Okay, now to the real deal. First off, there is a comet approaching the Sun. It's called ISON, after the worldwide collection of instruments that found it, and right now, it's barely visible to the naked eye an hour before dawn in good dark-sky conditions. (Here's a lot more good info from Bad Astronomy blogger Phil Plait.) I don't live near good dark-sky conditions, but in my little patch of Big Sky, the conditions are passable, and the patch of clear eastern sky is close enough that I don't have to wake up before 5 a.m.
After waking up at 5:30 a.m. on Tuesday morning (granted, it's not much of an improvement from 5 a.m., especially on a school day), I drove out there and parked on the side of Ronald Reagan Parkway. It was really cold, and I didn't have a tripod, so it took a lot of effort to get an eight-second exposure with the roof of my car as the platform and my wallet as a wedge. But I barely got something:
In the upper right corner is the bright star Spica, the brightest in the constellation Virgo. It's a spring constellation, but it's still around in autumn, peaking above the eastern horizon before the sun has a chance to rise. Roughly three-quarters down the photo on the left side is the comet. At least, I hope that green speck with a barely perceptible tail is Comet ISON and that I'm reading the star chart right. Of course, as you can tell from Phil Plait's article, many people have done a much better job, but they had better equipment.
The comet will disappear soon, when it makes its closest approach to the sun on Nov. 28. This close encounter will either kill it, vaporizing it into nothing, or almost kill it, resulting in a small bit of rock and ice with a magnificent tail of vapor. If it's the latter, it'll be quite a sight to see in early December.
That was the "things way up there" part. Now for the things way down here.
As someone who (right now, at least) has plans to apply for a good M.D./Ph.D. program after these IUPUI classes, a background in research is critical. True, I've published five papers about total joint replacement, with more possibly on the way, and I'm very grateful for the opportunity. All of those studies, however, are of clinical research, done explicitly for the purpose of applying results to practice. I need experience in a lab, gathering my own data, designing my own experiments, and doing basic science research that aims to simply learn. There may be concrete results relevant to medicine in these experiments, but the thrill of basic science is that it's a drive to simply know how things work. The research is done for the sake of knowing, which makes the real-world application of the research, if and when it is found, all the more surprising and exciting.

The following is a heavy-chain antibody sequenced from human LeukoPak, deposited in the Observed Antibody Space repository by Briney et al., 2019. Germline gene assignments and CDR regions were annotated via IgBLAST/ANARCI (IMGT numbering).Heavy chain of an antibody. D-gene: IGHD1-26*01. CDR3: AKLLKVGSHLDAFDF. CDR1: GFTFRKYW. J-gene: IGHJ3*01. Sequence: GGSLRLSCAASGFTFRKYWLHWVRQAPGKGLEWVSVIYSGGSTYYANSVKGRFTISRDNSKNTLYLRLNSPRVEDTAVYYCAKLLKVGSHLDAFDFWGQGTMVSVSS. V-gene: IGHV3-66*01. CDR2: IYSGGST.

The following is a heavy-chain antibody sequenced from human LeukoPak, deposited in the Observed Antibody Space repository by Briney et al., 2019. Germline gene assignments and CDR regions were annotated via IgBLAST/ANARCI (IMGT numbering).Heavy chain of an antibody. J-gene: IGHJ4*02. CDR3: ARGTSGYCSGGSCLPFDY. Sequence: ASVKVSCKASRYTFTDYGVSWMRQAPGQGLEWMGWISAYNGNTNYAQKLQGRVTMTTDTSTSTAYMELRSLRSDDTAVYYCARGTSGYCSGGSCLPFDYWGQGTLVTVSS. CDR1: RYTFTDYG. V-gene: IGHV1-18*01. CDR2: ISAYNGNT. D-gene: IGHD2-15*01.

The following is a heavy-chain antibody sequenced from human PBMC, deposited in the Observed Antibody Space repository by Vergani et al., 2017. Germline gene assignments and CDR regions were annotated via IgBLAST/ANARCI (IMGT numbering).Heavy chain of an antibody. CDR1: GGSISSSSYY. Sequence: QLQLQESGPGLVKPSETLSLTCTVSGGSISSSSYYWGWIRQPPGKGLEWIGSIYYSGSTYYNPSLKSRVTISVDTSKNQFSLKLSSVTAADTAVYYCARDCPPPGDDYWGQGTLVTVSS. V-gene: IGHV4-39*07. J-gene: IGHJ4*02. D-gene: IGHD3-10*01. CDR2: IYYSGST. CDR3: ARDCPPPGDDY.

This week, I started volunteering in the lab of Dr. James Marrs, husband of my wonderful introductory biology professor (seriously, Dr. Kathy Marrs is wonderful). Dr. James Marrs studies zebrafish, an itty bitty fish with prodigious abilities to reproduce, progress quickly through embryonic development, and regenerate fins and other tissues after injury. These make it the perfect animal to study the effects of alcohol on embryos, ways to reverse those effects, and tissue regeneration, all of which could be applied to humans.
There aren't many projects going on right before Thanksgiving break, so this week has consisted not been so much of volunteering yet as it has been of watching people and reading papers. In my visit today, though, a post-doc let me take pictures of 3-day-old zebrafish embryos under the microscope. I've gotten pretty good at taking iPhone photos through a microscope eyepiece, but this lab has a Leica microscope. That's right: Leica Microsystems, the brand behind the first practical 35mm camera, makes microscopes that take pictures. I had to try it out, and she happily indulged me with a few embryos from her latest experiment:
These three zebrafish each have progressed a lot in their eye development. You can't tell in this still image, but as I was looking through the eyepiece, I could see rudimentary blood flowing through rudimentary hearts, and some were starting to flap their primitive fins.
These are the experiment's control zebrafish, embryos that have been allowed to grow in a normal environment. One other group in the experiment was exposed to ethanol (the main ingredient in drinking alcohol), and they had smaller eyes and significant edema around their hearts. Another group was also exposed to ethanol, but also to mRNA from a human gene whose analogue is in the zebrafish genome. The purpose of that group was to see if this mRNA, which would be translated into proteins, would counteract the effect of the alcohol and help the zebrafish develop normally. The lab has shown that folic acid can help an alcohol-exposed zebrafish recover normal heart formation, so there's a lot of promise here, especially if it results in effective treatments for fetal alcohol spectrum disorder.
It's pretty awesome to take pictures of people. It means you get to talk to them, learn their stories, and empathize. But taking pictures of these extremes of existence, a comet hurtling toward the sun and baby zebrafish with huge eyes and hearts you can see through their skin? That's pretty damn cool, too, even if there are no people at these scales. The fact that, with zebrafish, I might be able to contribute to important research at this level of existence thrills me. In fact, I am beyond thrilled. I'll try to think of a good word for it, but that's the best I can explain this feeling.